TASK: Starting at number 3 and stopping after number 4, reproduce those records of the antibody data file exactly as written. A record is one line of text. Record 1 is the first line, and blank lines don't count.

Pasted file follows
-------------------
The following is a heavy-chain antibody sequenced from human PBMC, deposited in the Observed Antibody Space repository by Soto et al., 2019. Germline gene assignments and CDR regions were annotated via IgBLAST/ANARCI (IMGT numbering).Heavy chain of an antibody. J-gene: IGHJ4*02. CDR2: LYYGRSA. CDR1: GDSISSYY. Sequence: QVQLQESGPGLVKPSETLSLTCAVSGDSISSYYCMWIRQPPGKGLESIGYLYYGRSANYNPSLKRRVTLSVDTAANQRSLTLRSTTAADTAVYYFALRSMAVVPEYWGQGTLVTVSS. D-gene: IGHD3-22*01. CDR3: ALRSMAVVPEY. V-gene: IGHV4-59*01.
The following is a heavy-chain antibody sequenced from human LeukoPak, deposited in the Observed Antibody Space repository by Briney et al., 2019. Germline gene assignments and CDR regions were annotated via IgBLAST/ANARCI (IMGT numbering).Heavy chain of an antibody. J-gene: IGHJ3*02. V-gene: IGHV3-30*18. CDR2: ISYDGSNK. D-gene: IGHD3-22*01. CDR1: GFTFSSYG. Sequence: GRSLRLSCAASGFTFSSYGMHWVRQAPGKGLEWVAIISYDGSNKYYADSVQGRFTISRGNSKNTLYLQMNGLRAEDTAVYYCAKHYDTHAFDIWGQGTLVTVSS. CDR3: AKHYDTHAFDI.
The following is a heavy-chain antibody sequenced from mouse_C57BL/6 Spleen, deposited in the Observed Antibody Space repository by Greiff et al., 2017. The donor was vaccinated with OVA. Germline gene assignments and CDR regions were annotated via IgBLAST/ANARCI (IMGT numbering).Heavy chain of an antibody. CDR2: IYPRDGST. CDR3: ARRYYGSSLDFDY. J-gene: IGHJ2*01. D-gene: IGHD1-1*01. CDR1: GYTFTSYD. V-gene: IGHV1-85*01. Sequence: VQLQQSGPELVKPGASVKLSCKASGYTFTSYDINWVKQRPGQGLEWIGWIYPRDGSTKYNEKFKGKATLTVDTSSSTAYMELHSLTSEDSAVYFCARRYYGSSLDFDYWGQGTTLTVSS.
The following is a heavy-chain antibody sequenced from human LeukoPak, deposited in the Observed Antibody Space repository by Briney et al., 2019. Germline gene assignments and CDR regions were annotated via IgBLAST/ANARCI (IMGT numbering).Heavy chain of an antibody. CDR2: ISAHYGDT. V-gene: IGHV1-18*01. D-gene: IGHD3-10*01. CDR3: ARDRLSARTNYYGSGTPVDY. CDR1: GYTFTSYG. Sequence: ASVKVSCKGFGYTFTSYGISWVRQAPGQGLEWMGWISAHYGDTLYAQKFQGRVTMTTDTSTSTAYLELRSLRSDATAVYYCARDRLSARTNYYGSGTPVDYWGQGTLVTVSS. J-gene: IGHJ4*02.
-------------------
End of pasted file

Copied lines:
The following is a heavy-chain antibody sequenced from mouse_C57BL/6 Spleen, deposited in the Observed Antibody Space repository by Greiff et al., 2017. The donor was vaccinated with OVA. Germline gene assignments and CDR regions were annotated via IgBLAST/ANARCI (IMGT numbering).Heavy chain of an antibody. CDR2: IYPRDGST. CDR3: ARRYYGSSLDFDY. J-gene: IGHJ2*01. D-gene: IGHD1-1*01. CDR1: GYTFTSYD. V-gene: IGHV1-85*01. Sequence: VQLQQSGPELVKPGASVKLSCKASGYTFTSYDINWVKQRPGQGLEWIGWIYPRDGSTKYNEKFKGKATLTVDTSSSTAYMELHSLTSEDSAVYFCARRYYGSSLDFDYWGQGTTLTVSS.
The following is a heavy-chain antibody sequenced from human LeukoPak, deposited in the Observed Antibody Space repository by Briney et al., 2019. Germline gene assignments and CDR regions were annotated via IgBLAST/ANARCI (IMGT numbering).Heavy chain of an antibody. CDR2: ISAHYGDT. V-gene: IGHV1-18*01. D-gene: IGHD3-10*01. CDR3: ARDRLSARTNYYGSGTPVDY. CDR1: GYTFTSYG. Sequence: ASVKVSCKGFGYTFTSYGISWVRQAPGQGLEWMGWISAHYGDTLYAQKFQGRVTMTTDTSTSTAYLELRSLRSDATAVYYCARDRLSARTNYYGSGTPVDYWGQGTLVTVSS. J-gene: IGHJ4*02.